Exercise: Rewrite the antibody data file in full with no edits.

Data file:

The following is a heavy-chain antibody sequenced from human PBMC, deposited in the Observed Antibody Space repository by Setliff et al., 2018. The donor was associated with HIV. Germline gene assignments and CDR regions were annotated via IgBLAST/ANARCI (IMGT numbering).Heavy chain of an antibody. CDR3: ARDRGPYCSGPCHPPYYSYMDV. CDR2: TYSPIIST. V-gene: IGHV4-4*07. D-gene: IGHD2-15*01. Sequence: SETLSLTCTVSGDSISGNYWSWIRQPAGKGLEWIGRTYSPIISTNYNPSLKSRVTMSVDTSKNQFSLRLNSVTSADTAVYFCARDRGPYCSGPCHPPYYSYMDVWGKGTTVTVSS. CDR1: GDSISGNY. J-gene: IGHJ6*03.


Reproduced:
The following is a heavy-chain antibody sequenced from human PBMC, deposited in the Observed Antibody Space repository by Setliff et al., 2018. The donor was associated with HIV. Germline gene assignments and CDR regions were annotated via IgBLAST/ANARCI (IMGT numbering).Heavy chain of an antibody. CDR3: ARDRGPYCSGPCHPPYYSYMDV. CDR2: TYSPIIST. V-gene: IGHV4-4*07. D-gene: IGHD2-15*01. Sequence: SETLSLTCTVSGDSISGNYWSWIRQPAGKGLEWIGRTYSPIISTNYNPSLKSRVTMSVDTSKNQFSLRLNSVTSADTAVYFCARDRGPYCSGPCHPPYYSYMDVWGKGTTVTVSS. CDR1: GDSISGNY. J-gene: IGHJ6*03.